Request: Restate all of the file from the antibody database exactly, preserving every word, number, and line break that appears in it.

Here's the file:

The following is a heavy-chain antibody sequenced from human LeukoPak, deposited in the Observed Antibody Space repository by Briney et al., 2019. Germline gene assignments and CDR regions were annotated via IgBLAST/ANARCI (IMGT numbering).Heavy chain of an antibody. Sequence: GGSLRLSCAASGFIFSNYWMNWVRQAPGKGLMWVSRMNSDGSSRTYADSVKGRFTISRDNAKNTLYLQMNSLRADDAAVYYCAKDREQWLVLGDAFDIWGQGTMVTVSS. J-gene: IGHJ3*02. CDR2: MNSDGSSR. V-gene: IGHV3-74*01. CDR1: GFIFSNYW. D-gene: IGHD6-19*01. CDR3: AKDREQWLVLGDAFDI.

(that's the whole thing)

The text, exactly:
The following is a heavy-chain antibody sequenced from human LeukoPak, deposited in the Observed Antibody Space repository by Briney et al., 2019. Germline gene assignments and CDR regions were annotated via IgBLAST/ANARCI (IMGT numbering).Heavy chain of an antibody. Sequence: GGSLRLSCAASGFIFSNYWMNWVRQAPGKGLMWVSRMNSDGSSRTYADSVKGRFTISRDNAKNTLYLQMNSLRADDAAVYYCAKDREQWLVLGDAFDIWGQGTMVTVSS. J-gene: IGHJ3*02. CDR2: MNSDGSSR. V-gene: IGHV3-74*01. CDR1: GFIFSNYW. D-gene: IGHD6-19*01. CDR3: AKDREQWLVLGDAFDI.